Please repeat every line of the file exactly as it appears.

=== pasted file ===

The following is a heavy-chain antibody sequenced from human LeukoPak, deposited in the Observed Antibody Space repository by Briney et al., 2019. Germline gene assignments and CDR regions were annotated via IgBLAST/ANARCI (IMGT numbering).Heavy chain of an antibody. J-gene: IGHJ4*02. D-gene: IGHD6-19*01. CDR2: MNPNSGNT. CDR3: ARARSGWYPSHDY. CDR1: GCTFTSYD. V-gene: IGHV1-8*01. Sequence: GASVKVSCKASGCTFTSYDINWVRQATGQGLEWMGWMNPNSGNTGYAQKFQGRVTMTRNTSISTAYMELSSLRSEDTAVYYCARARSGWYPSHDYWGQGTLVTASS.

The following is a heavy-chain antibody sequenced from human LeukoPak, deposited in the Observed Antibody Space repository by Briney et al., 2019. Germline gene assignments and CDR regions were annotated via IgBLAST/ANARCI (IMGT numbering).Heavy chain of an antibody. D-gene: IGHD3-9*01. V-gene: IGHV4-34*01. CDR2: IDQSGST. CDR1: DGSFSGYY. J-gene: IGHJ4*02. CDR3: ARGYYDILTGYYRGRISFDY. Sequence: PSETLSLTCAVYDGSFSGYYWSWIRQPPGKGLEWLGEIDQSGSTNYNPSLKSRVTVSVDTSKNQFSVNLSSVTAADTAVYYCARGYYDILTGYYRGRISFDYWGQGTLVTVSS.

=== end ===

The following is a heavy-chain antibody sequenced from human LeukoPak, deposited in the Observed Antibody Space repository by Briney et al., 2019. Germline gene assignments and CDR regions were annotated via IgBLAST/ANARCI (IMGT numbering).Heavy chain of an antibody. J-gene: IGHJ4*02. D-gene: IGHD6-19*01. CDR2: MNPNSGNT. CDR3: ARARSGWYPSHDY. CDR1: GCTFTSYD. V-gene: IGHV1-8*01. Sequence: GASVKVSCKASGCTFTSYDINWVRQATGQGLEWMGWMNPNSGNTGYAQKFQGRVTMTRNTSISTAYMELSSLRSEDTAVYYCARARSGWYPSHDYWGQGTLVTASS.

The following is a heavy-chain antibody sequenced from human LeukoPak, deposited in the Observed Antibody Space repository by Briney et al., 2019. Germline gene assignments and CDR regions were annotated via IgBLAST/ANARCI (IMGT numbering).Heavy chain of an antibody. D-gene: IGHD3-9*01. V-gene: IGHV4-34*01. CDR2: IDQSGST. CDR1: DGSFSGYY. J-gene: IGHJ4*02. CDR3: ARGYYDILTGYYRGRISFDY. Sequence: PSETLSLTCAVYDGSFSGYYWSWIRQPPGKGLEWLGEIDQSGSTNYNPSLKSRVTVSVDTSKNQFSVNLSSVTAADTAVYYCARGYYDILTGYYRGRISFDYWGQGTLVTVSS.